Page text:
Monthly Archives: May 2014

The Trillions

Trillions 1

I bought a fancy new camera not too long ago, and I’ve started, with no small amount of timidity, to take photos at the shows I’ve been going to. I haven’t managed to wean myself off the camera’s automatic settings (I was signed up to take a photography class but got sick when the date rolled around), nor have I gotten over the weirdness of moving through the crowd and putting myself directly in front of a performer, but I’m enjoying the learning process and I thought I’d share a few shots I took of the Trillions at last night’s RVA Playlist birthday party at the Camel. Hope you dig ’em.

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Happy Birthday, RVA Playlist!

RVA Playlist

Some things are hard to measure. Like peanut butter. Have you ever tried to measure out a half cup of peanut butter? It sticks to the spoon on the way in, it sticks to your finger when you try to level the top to see if you’ve got the right amount, it sticks to your measuring cup, and just for fun, it sticks to your finger again when you try to get it out. Sure you can heat your measuring cup with warm water before getting started, but c’mon. Ain’t nobody got time for that.

Just as hard to measure — for slightly different reasons, I suppose — is the effect that Andrew Cothern has had on Richmond’s music scene.

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Todd Herrington

Todd Herrington

I owe a great deal to Todd Herrington.

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Darondo

Darondo

A little while back, I posted about J Clyde — the Norfolk-based producer who’s dropping a beat a day throughout 2014. If you’ve been following along, you might have noticed an especially nasty, Breaking Bad-themed track that came out on April 26. Take a listen below:

J Clyde — “Didn’t I (Breaking Bad)” [Soundcloud/Bandcamp]

Upon listening again the other day, with a little more distance from Breaking Bad’s final episode, I was surprised by how nostalgic I was getting about the show. I was so moved I sent him the following email:

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Spoiled Rotten

Veruca Salt

Wednesday was a good day. Ridiculously good. In rapid succession, I got to hear three amazing new albums, leaving me feel deliriously lucky and frankly a little spoiled. Like Veruca Salt, only without the tantrums and the dangerous drop down a chute designed for golden eggs.

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Sturgill Simpson

Sturgill Simpson

On a trip to the Outer Banks weekend before last, Mrs. YHT and I managed to HBO Go our way through the entire first season of True Detective. Have you seen it? Parts are hard to stomach, but overall it’s pretty damn fantastic, thanks in no small part to Matthew McConaughey’s character — a brilliant-but-damaged fish-out-of-water detective nicknamed “Rust” with a penchant for philosophical self-torture and a belief that “human consciousness is a tragic misstep in evolution.” He’s part deep South and part deep end, somehow managing to feel authentically in the dirt and in the clouds at the same time. I can’t remember a character like him, nor can I imagine a better spirit animal for the album I became enamored with a few days after Mrs. YHT and I got back from the beach.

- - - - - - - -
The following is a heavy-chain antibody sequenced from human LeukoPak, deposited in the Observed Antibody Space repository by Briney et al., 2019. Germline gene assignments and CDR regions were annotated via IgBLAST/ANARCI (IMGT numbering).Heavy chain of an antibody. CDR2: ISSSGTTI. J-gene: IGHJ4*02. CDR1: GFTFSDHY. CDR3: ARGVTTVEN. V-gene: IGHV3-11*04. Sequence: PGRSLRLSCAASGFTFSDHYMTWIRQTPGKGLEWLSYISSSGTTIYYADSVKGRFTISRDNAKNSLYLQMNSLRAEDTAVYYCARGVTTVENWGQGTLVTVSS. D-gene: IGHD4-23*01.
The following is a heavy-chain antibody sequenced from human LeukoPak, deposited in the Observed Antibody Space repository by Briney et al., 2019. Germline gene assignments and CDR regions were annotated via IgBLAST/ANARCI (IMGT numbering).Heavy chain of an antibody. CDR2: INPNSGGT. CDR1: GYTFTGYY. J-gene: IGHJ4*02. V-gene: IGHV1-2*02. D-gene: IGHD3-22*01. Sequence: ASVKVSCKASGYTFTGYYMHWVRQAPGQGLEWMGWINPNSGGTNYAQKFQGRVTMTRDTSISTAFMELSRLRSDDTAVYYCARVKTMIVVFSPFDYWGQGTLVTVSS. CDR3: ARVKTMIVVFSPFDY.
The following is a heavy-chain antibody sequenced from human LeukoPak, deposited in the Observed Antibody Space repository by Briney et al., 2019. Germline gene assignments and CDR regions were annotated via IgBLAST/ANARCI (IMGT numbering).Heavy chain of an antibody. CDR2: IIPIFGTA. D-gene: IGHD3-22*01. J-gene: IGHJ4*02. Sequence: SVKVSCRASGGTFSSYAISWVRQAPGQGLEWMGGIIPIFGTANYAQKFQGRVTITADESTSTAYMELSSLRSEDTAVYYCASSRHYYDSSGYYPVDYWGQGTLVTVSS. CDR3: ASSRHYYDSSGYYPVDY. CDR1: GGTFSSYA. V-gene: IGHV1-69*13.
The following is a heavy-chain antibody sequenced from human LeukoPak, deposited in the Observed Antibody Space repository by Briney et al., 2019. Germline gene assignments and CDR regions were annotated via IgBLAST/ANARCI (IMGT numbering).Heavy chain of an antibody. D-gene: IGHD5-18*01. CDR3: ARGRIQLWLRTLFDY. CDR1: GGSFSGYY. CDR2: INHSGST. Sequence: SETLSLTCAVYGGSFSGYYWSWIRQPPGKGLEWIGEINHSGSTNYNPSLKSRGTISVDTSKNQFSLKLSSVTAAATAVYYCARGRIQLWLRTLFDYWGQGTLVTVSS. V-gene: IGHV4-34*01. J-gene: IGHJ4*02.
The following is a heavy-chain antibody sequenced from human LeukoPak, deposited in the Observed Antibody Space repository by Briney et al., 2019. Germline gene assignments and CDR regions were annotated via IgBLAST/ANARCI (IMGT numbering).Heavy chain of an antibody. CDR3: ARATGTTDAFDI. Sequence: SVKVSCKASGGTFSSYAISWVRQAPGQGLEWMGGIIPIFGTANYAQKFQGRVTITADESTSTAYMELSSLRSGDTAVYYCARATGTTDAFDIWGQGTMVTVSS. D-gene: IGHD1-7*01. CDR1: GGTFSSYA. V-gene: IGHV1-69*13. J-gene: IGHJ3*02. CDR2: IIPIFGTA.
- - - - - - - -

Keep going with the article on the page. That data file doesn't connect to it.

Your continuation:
This is the first I’ve heard of Sturgill Simpson, and I might not have taken notice had it not been for NPR’s First Listen and the album’s name (which I love): Metamodern Sounds in Country Music. Ray Charles’ classic Modern Sounds in Country and Western Music is one of the more frequently spun records at YHT headquarters, and Simpson’s twist was intriguing: Country music about country music. Now, I didn’t grow up listening to country, and the listening I’ve done in recent years hasn’t been comprehensive enough to chase away the feeling that there are allusions and in-jokes lurking in these 10 tracks that I’m not wise to — details that would lend additional credence to the “meta” piece of the title. The genre-bending aspects of the album — nuggets of psychedelia like fuzz, drug references, heavy reverb and panning sounds so they travel from your left headphone to your right and back again — feel plenty meta though, showing a desire to poke holes in the membrane that separates country from other styles. That said, there’s a meta moment that hits even closer to home for me, and while it comes and goes quickly, it shows how one tiny detail can open a whole other set of considerations, like a wormhole leading to another universe.

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Happy Mother’s Day!

Sly and the Family Stone

Happy Mother’s Day to all you moms out there! Special shouts to my wife, who will be a mom in just a few short months, and my mom, who reads this blog and has always inspired me to be the best version of myself that I could be.

(Side note: Sound Opinions recently interviewed Family Stone members Oscar Songs and Lydia Loveless. Really interesting stuff. Listen here.)

Sly and the Family Stone —  “Thank You (Falettinme Be Mice Elf Agin)” [Spotify/iTunes]

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